“This funding will help introduce the world-leading Integrated Electronic Monitoring and Reporting System (IEMRS), which will give us arguably the most transparent and accountable commercial fishery anywhere in the world,” Primary Industries Minister Nathan Guy said.
The intention is that vessel position monitoring and electronic catch reporting will begin on Oct 1 this year.
This will be followed by cameras on every vessel phased in from Oct 1 next year.
This means that every fishing vessel can be monitored at all times, no matter where they are, and any illegal activity dealt with, according to MPI.
The changes, which Mr Guy has said are part of the biggest alteration to fishing laws in a generation, are key parts of a Future Of Our Fisheries review launched in 2015.
The industry deserves credit for accepting these changes, he said.
“Commercial fishers are hard working and most want to do what’s right to ensure fish stocks remain at sustainable levels.”
But implementing such far reaching changes is no simple task.
There are currently 1356 quota owners, 1176 vessels, 206 licensed fish receivers and 994 permit holders to be brought into the system.
There is no software currently available to enable electronic reporting and some fundamental details are still to be settled.
These include what data is required to be reported, how often and to whom, and by what mechanism.
These details have significant ramifications for the hardware required, sourcing, installation, training and, not least, cost.
Industry is committed to working with the regulator in the interests of better fisheries management but the uncertainty and a timeframe of just four months for the first phase are causing anxiety.
So, too, is a proposal to include environmental NGOs in an IEMRS implementation advisory group.
If some of those antagonistic to commercial fishing bring their well-aired prejudices to the table, rather than engaging constructively, then the exercise will become a shambles.
If MPI is determined to proceed in this vein then it will need to tightly manage it within the parameters already proscribed.
MPI's project leader Stuart Anderson assured the Federation of Commercial Fishermen conference in New Plymouth yesterday that Greenpeace, Forest & Bird and Legacy would have the opportunity to provide feedback but it was not a technical or decision-making group.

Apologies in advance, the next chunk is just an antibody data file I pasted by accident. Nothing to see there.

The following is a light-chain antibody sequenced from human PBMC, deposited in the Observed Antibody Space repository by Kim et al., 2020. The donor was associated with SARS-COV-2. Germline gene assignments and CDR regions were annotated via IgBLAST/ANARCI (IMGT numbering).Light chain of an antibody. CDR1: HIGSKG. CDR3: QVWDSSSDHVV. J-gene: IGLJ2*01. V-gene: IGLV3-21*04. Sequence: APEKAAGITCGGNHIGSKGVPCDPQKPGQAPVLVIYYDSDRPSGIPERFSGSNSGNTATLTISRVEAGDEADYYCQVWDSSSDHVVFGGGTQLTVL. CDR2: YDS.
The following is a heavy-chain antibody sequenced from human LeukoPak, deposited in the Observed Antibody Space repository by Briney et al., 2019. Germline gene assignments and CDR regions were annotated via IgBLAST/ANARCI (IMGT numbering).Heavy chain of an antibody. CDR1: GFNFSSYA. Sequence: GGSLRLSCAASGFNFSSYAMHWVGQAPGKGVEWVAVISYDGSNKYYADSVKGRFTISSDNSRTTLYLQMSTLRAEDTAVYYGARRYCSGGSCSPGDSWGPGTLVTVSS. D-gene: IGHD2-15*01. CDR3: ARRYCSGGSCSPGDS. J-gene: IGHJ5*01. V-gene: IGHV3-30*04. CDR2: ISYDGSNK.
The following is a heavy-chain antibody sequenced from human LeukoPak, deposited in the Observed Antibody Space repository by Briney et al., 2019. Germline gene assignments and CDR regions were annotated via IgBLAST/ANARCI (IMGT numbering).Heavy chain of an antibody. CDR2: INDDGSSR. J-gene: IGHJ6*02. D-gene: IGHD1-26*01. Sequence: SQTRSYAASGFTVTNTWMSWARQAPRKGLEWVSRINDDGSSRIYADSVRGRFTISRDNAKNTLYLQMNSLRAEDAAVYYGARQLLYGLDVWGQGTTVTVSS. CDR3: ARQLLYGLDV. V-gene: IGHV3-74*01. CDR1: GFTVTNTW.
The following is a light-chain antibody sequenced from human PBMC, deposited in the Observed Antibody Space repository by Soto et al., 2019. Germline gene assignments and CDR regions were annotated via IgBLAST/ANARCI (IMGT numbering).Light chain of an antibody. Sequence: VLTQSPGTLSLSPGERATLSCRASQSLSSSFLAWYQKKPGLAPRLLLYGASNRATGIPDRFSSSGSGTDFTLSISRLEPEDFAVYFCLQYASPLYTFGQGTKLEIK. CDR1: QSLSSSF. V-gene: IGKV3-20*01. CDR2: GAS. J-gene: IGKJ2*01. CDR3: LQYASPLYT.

The industry supports collection of good information to improve decision quality but that data needs to be relevant, cost effective and necessary to meet clear management objectives.
Grandstanding by extremists will only delay that outcome.
Industry has demonstrated it is willing to work on resolving current issues.
There was considerable focus last year on allegations of discarding and where this is occurring, the fishing industry has acknowledged the need to improve practices.
This is a complex area that fisheries worldwide have struggled with.
What is not widely understood is that there are a wide range of circumstances that lead to catch being returned to the sea.
Many are legal obligations, such as fish under the minimum size limit.
Some are legally provided for, such as unwanted non-quota species. Although counter-intuitive for some, there are also cases where discarding is consistent with the purpose of the Fisheries Act.
In a system as complex and sophisticated as the QMS, it is all too easy for well-intentioned tinkering to undermine the fundamental tenets of the QMS. Great care is needed. To ensure we get this right, MPI should form a joint working party to test and refine policy settings to ensure the integrity of the QMS is maintained, and the Fisheries Settlement with Maori is not undermined.
In the past the seafood sector has offered to work constructively with MPI to resolve landings and discards issues but a previous working party was disbanded in 2014.
Discarding has always been permitted across some stocks, Labour fisheries spokesman Rino Tirikatene acknowledged at the federation conference.
"It needs more sophisticated management to ensure we get more consistency across the inshore fishery," he said.
He was taking part in a political panel that also included Greens environment spokesperson Eugenie Sage, local National MP Jonathan Young and New Zealand First fisheries spokesman Richard Prosser.
Mr Tirikatene also suggested removing fisheries from the wider primary industries ministry, as was previously the case.
"We need better fisheries management capacity within MPI to act in a timely manner, rather than just kicking the can down the road for decades.
"It's not getting the settings right."
In some cases, however, the fishing industry is ahead of the game.
Observers, paid for by the industry, are embedded across the inshore and deepwater fleets and their contribution is valued.
Where they fit into the new order is unclear.
The snapper1 fleet based on the Hauraki Gulf already has cameras installed under a trial that has been under way for some time.
A vessel monitoring system is standard on deepwater vessels and some larger inshore vessels, showing exactly where each one is at any given time.
As longline fisher Adam Clow, who has a camera on his boat which was shown on a recent Country Calendar programme, said: “That’s fine, we have nothing to hide”.
The outcome is not at issue. The means of getting there is the concern.